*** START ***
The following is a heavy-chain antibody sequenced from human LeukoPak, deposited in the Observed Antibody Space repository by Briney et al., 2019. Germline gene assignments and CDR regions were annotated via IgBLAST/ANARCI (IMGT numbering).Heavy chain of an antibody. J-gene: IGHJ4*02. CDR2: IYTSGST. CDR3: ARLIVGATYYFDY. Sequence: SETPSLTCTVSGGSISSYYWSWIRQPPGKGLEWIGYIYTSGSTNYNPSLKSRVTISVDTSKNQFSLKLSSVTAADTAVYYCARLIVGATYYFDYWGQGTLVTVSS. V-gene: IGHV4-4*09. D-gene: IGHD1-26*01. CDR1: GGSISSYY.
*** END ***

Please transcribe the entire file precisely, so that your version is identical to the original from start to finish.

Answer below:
The following is a heavy-chain antibody sequenced from human LeukoPak, deposited in the Observed Antibody Space repository by Briney et al., 2019. Germline gene assignments and CDR regions were annotated via IgBLAST/ANARCI (IMGT numbering).Heavy chain of an antibody. J-gene: IGHJ4*02. CDR2: IYTSGST. CDR3: ARLIVGATYYFDY. Sequence: SETPSLTCTVSGGSISSYYWSWIRQPPGKGLEWIGYIYTSGSTNYNPSLKSRVTISVDTSKNQFSLKLSSVTAADTAVYYCARLIVGATYYFDYWGQGTLVTVSS. V-gene: IGHV4-4*09. D-gene: IGHD1-26*01. CDR1: GGSISSYY.